See the mistake there?  Henderson first suggests that atheists believe morality is evolutionarily based, then tries to equate evolution and morality.  By blending the two ideas, he suggests what might be acceptable in an evolutionary sense should therefore be moral. According to his misinterpretation of evolution, anything that helps the species is inherently moral.  But evolution itself has no morality.  Evolution just describes how species grow, thrive, and change over the years.  And while survival is a key component, that doesn’t establish a moral value on a species survival.  Evolution doesn’t care which species survives.  It has neither will nor preference.  It is just the mechanic by which species change over time.


Pictured:  Henderson’s debating techniques.

If evolution was responsible for the development of morals, however, that would only explain where they came from, not how they are applied.  Morals are based in empathy.  Our brains have developed in such a way that they physically react to the suffering of others.  Unfortunately, our brains have also developed to be affected more by the suffering of those close to us.  We separate the world in to groups of “us” and “them”.  The amazing thing is that we are capable of consciously changing which category someone belongs in. As this video brilliantly explains, at first those in the “us” category were only families or tribes.  Then they expanded “us” to include regions and even nations.  We can choose to expand the “us” group to include everyone (which, incidentally, is what my wife suggests Jesus was trying to teach us).

If morality and natural selection were the same, then Henderson’s argument might hold water.  Unfortunately for him, though, he complete misunderstood the correlation between the two.  Natural selection is a cruel, brutish, and wholly unpleasant process, and I can’t imagine anybody would consider it a moral system.  It only describes the way the world came to look how it does.  We, as humans, with our empathetic brains, can choose to act in ways that cause less suffering.  That’s morality.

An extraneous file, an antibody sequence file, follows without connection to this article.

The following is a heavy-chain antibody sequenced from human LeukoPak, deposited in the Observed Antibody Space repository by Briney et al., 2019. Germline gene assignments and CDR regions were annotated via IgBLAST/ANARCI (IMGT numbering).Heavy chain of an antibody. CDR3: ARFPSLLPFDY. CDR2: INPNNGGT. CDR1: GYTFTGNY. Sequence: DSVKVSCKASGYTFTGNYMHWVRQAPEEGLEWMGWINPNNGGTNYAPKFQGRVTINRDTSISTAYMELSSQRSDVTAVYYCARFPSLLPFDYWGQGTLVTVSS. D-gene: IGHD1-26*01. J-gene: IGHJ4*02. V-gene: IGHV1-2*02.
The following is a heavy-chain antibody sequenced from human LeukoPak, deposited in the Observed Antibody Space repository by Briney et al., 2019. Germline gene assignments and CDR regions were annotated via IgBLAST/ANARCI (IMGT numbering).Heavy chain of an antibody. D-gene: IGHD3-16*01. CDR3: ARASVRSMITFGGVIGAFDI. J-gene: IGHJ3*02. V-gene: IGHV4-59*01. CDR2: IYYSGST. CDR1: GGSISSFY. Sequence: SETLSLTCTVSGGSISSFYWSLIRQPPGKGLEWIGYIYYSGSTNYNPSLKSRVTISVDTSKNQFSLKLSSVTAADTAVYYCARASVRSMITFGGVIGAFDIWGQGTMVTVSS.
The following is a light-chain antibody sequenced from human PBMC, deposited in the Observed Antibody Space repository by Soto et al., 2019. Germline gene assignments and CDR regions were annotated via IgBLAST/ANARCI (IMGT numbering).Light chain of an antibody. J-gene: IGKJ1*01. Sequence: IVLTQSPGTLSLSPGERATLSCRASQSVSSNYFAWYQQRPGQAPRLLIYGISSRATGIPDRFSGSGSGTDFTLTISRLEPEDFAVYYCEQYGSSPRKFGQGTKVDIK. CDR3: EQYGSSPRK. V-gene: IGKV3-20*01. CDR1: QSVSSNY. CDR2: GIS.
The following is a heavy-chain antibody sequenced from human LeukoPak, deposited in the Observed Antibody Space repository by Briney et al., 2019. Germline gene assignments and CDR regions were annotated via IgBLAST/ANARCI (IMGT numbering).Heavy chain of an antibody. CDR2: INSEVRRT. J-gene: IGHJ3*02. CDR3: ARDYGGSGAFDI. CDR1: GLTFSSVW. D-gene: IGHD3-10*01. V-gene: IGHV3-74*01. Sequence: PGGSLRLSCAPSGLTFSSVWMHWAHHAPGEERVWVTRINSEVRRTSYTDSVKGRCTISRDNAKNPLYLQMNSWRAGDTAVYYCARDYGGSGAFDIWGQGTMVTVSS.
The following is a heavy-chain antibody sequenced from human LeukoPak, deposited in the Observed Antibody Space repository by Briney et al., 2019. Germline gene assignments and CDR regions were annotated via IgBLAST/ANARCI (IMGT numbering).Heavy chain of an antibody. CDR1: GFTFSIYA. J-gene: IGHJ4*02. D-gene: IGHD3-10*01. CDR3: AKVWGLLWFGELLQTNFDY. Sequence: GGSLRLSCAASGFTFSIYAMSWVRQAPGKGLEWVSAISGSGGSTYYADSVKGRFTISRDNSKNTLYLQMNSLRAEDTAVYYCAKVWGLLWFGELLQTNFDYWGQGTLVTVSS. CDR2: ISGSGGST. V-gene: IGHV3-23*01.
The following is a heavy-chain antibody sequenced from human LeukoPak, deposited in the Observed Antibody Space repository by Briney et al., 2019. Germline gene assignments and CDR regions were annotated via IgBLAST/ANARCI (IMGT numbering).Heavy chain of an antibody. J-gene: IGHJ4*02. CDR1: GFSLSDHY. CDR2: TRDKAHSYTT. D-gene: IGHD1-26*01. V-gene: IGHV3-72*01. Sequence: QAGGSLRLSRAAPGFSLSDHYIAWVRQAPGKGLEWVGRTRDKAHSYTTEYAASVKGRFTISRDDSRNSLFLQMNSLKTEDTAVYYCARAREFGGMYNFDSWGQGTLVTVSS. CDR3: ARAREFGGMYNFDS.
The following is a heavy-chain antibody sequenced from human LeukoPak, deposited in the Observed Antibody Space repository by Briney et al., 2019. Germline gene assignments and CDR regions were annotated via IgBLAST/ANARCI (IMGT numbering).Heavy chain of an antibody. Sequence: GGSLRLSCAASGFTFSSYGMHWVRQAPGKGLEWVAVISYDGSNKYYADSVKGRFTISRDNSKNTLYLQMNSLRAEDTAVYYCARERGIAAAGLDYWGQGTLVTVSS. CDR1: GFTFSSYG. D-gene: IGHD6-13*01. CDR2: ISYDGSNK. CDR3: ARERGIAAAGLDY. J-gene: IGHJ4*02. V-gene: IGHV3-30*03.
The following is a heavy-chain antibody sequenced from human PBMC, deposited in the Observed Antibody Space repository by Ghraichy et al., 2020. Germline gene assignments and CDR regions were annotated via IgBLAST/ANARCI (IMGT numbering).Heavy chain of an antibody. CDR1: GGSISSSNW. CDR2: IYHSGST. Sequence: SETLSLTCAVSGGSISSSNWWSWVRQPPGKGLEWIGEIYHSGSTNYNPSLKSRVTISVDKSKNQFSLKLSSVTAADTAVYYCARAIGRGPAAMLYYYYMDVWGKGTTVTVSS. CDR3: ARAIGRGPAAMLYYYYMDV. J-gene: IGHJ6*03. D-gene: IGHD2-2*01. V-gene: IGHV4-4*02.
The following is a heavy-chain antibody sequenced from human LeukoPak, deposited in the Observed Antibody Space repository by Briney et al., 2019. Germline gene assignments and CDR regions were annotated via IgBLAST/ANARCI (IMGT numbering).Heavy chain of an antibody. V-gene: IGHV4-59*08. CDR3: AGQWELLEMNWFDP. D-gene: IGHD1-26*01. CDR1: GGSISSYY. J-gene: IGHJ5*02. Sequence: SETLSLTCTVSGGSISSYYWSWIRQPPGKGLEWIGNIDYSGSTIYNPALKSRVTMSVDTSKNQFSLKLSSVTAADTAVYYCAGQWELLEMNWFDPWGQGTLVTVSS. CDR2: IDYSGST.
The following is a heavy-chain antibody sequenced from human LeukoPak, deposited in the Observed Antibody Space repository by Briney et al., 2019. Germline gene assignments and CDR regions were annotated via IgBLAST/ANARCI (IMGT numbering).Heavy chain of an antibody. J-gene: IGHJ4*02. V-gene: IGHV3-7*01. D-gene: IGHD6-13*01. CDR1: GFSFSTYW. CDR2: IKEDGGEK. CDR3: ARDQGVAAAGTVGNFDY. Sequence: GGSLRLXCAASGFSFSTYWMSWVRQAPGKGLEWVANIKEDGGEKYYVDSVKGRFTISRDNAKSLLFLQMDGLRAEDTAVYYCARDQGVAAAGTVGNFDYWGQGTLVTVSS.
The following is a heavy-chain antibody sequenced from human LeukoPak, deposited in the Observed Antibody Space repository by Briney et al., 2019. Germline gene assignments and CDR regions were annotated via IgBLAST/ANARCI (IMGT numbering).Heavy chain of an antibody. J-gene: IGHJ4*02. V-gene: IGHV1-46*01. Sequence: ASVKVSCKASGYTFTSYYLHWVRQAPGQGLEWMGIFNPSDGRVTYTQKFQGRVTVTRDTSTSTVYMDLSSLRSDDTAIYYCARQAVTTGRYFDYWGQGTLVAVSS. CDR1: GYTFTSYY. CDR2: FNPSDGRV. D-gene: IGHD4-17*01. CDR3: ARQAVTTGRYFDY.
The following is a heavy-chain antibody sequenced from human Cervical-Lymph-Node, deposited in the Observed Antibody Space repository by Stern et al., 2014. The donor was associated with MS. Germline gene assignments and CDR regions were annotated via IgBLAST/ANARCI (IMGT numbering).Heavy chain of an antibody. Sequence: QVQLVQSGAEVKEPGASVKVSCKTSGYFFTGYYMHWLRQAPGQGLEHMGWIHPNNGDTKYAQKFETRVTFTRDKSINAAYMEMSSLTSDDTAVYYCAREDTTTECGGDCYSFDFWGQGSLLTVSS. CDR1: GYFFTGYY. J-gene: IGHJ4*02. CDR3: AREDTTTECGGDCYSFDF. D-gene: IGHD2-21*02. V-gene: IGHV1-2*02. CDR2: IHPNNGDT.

Henderson’s entire premise is wrong here, but still he wants to build his straw man bigger and bigger.

“Morality, in this view, can only mean those actions that are helpful to make more fit humans. It does nothing to help us grapple with the truth that it’s always wrong to torture diseased children or rape women.”

He continues to assert his false assumption that what’s good for evolution and what is moral are equivalent.  He’s also sneaking a little change in here, too.  You’ll notice earlier that he said, “killing mentally handicapped children,” but now that’s been changed to, “torture diseased children.”  It’s almost as if he’s trying to trick us into saying the most terrible thing is morally justified.  You have to watch his article carefully, because he sees no problem changing the rules when you’re not looking.

I also find it interesting that Henderson uses the example of murdered children and rape to show morality turned on its head.  I can’t think of a single example of an atheist suggesting such a thing is moral, but the Bible certainly suggests that both infanticide and rape can be moral.


Believe it or not, this may not be the moral guide you think it is.

Henderson then goes on about how morality must have evolved to protect societies, and therefore any change to society would be evil.  He tries to make the argument that by such logic fighting for marriage equality is an immoral act.  It’s all set up as some sort of “gotcha” situation, but, as we’ve already discussed, the entire foundation of this premise is wrong, so it isn’t worth addressing.